Domestic violence is a very serious thing to keep in mind when going through a divorce, male or female. According to the Department of Justice, 14% of all homicides in the United States were perpetrated by an intimate partner. In 2007, there was a total of 2,340 – 1,640 of those being women, and 700 being men. In other studies conducted, separated and divorced men and women represented the highest rates of homicide, which isn’t all that surprising when you take into consideration that separation and divorce can put quite a strain on couples and be a powerful trigger to violence. (1)
Domestic violence, as a whole, can be grouped into three general categories, which include physical abuse, sexual abuse, and psychological abuse. Psychological abuse is something very commonly seen, as either husband or wife may try to hold things over the other’s head. Some examples of this may include:
- Threats and Intimidation: There may be threats to take children away or destroy the other financially, attempts to coerce into illegal activity, destroying objects, or even isolating the other.
- Minimization, Denial, and Blaming: One partner blames the other when violence occurs or acts like the abuse is non-existent.
- Using Children: One may use the children from the relationship to relay messages of intimidation or threat. They may also use custody or visitation proceedings to gain access to the woman or to control her whereabouts.
- Emotional Abuse: One may use name-calling, insults, and other degrading forms against them.
- Stalking: One may repeatedly send letters, appear at the other’s work or home, or call incessantly to intimidate. (2)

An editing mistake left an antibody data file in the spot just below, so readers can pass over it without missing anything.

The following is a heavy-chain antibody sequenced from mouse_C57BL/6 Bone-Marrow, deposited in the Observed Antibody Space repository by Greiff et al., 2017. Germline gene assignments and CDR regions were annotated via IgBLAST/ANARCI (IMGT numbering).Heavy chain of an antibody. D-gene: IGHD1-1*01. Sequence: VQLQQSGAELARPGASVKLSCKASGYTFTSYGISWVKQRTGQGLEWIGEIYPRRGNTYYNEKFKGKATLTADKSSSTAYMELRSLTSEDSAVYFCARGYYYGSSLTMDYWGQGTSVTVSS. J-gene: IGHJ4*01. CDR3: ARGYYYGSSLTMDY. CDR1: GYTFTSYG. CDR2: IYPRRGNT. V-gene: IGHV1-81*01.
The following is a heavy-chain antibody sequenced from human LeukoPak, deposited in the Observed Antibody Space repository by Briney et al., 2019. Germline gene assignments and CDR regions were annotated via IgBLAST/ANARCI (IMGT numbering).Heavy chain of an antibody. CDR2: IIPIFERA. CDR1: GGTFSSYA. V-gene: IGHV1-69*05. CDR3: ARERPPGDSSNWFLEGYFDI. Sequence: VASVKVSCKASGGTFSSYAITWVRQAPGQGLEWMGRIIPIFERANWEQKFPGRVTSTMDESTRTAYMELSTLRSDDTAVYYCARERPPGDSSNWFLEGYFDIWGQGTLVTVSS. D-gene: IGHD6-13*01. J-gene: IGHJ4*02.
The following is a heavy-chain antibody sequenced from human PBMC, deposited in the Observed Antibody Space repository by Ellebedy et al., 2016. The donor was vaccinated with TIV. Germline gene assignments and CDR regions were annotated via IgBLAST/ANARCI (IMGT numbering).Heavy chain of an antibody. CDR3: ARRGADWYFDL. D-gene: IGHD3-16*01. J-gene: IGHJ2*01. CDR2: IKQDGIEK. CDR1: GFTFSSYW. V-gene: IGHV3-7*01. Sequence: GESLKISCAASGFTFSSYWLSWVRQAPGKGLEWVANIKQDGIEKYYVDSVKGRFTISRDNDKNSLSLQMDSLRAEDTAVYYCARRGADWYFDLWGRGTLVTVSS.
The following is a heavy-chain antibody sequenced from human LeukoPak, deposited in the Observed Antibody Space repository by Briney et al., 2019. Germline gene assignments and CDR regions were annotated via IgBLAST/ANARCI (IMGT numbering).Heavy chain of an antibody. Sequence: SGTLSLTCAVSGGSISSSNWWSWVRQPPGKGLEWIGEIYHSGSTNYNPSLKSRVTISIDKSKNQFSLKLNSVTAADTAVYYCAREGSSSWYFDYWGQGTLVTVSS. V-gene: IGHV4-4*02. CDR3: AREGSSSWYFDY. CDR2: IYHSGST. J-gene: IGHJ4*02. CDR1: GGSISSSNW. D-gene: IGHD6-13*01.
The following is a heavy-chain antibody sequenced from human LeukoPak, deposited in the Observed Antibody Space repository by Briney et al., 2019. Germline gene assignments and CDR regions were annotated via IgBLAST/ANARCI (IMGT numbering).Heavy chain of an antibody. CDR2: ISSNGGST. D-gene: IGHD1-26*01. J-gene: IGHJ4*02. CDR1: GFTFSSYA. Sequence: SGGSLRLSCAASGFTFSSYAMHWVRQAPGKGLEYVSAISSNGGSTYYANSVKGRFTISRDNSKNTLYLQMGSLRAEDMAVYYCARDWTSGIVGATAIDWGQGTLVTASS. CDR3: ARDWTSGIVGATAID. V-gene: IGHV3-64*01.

There are many various actions a court may take to keep a person safe when going through domestic violence and a divorce. This could include:
- Emergency Protective Order: These orders are forced for up to a whole week, and are designed to immediately stop the violence until the victim can go to court.
- Temporary Restraining Order: The victim may request for the judge to order the abusive spouse to refrain from further physical, verbal, or emotional abuse. It can also order the abuser to leave the marital home.
- Permanent Restraining Order: The court may hold a hearing to decide if the evidence warrants a permanent restraining order that may last up to three years.
- Criminal Protective Order: These protective orders may last up to three years and stem from a criminal charge resulting from a domestic violence incident.
There are many steps a person can take when they are dealing with violence and abuse stemming from a divorce. There are many things that one needs to keep in mind when they are thinking about taking the final step and walking away from the domestic violence as a whole, especially when children are involved. Here are some things to keep in mind when making this new life transition:
- Keep Good Records: It is important to keep records of every incident of physical or emotional abuse relating to your or your children. The date, time, and place of each event is important to note along with a description of what happened and any noted injuries. This will help when going before a judge.
- Make a Stay-Stay Plan: You are in most danger at the point when you leave the relationship, so put a safety net in place. This could include saving some cash, stashing some clothes with a friend, and thinking of a safe place to reside after you leave.
- Immediately Get Legal Custody: If children are involved, receiving custody is important to keep the children safe. Go to court immediately for an emergency protective order that gives you custody and requires the abusive spouse to stay away from you.
- Receive Legal Help: A violent relationship will always make matters more challenging when dealing with child custody and divorce situations. Speak to an attorney today to help you make the right choices for you and your children during this difficult process. It doesn’t have to consume your life; a good attorney can help you through it all every step of the way! (3)